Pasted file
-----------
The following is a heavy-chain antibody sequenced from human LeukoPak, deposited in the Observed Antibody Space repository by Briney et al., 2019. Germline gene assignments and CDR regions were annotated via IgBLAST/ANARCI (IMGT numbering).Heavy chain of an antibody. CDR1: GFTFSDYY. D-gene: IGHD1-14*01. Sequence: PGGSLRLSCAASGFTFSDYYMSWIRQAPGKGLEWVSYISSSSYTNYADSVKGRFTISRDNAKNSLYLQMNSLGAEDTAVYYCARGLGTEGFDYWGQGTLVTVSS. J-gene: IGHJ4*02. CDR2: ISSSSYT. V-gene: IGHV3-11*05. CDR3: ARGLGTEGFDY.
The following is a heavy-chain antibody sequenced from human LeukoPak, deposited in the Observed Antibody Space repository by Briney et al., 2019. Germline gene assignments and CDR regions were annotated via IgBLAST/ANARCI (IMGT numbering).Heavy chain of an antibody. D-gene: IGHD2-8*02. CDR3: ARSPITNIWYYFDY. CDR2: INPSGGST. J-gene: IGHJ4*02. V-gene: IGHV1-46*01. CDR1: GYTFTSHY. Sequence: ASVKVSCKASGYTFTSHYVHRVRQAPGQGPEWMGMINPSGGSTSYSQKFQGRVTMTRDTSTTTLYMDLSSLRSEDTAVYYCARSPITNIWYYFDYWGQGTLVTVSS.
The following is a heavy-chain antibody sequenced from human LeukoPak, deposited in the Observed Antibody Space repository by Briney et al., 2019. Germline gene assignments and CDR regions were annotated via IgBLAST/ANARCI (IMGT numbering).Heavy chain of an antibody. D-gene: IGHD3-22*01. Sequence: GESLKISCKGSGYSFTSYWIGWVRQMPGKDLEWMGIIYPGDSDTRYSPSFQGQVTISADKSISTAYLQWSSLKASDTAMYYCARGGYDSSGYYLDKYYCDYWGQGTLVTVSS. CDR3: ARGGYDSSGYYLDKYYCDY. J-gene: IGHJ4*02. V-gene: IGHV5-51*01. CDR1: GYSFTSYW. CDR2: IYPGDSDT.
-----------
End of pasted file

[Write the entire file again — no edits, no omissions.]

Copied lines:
The following is a heavy-chain antibody sequenced from human LeukoPak, deposited in the Observed Antibody Space repository by Briney et al., 2019. Germline gene assignments and CDR regions were annotated via IgBLAST/ANARCI (IMGT numbering).Heavy chain of an antibody. CDR1: GFTFSDYY. D-gene: IGHD1-14*01. Sequence: PGGSLRLSCAASGFTFSDYYMSWIRQAPGKGLEWVSYISSSSYTNYADSVKGRFTISRDNAKNSLYLQMNSLGAEDTAVYYCARGLGTEGFDYWGQGTLVTVSS. J-gene: IGHJ4*02. CDR2: ISSSSYT. V-gene: IGHV3-11*05. CDR3: ARGLGTEGFDY.
The following is a heavy-chain antibody sequenced from human LeukoPak, deposited in the Observed Antibody Space repository by Briney et al., 2019. Germline gene assignments and CDR regions were annotated via IgBLAST/ANARCI (IMGT numbering).Heavy chain of an antibody. D-gene: IGHD2-8*02. CDR3: ARSPITNIWYYFDY. CDR2: INPSGGST. J-gene: IGHJ4*02. V-gene: IGHV1-46*01. CDR1: GYTFTSHY. Sequence: ASVKVSCKASGYTFTSHYVHRVRQAPGQGPEWMGMINPSGGSTSYSQKFQGRVTMTRDTSTTTLYMDLSSLRSEDTAVYYCARSPITNIWYYFDYWGQGTLVTVSS.
The following is a heavy-chain antibody sequenced from human LeukoPak, deposited in the Observed Antibody Space repository by Briney et al., 2019. Germline gene assignments and CDR regions were annotated via IgBLAST/ANARCI (IMGT numbering).Heavy chain of an antibody. D-gene: IGHD3-22*01. Sequence: GESLKISCKGSGYSFTSYWIGWVRQMPGKDLEWMGIIYPGDSDTRYSPSFQGQVTISADKSISTAYLQWSSLKASDTAMYYCARGGYDSSGYYLDKYYCDYWGQGTLVTVSS. CDR3: ARGGYDSSGYYLDKYYCDY. J-gene: IGHJ4*02. V-gene: IGHV5-51*01. CDR1: GYSFTSYW. CDR2: IYPGDSDT.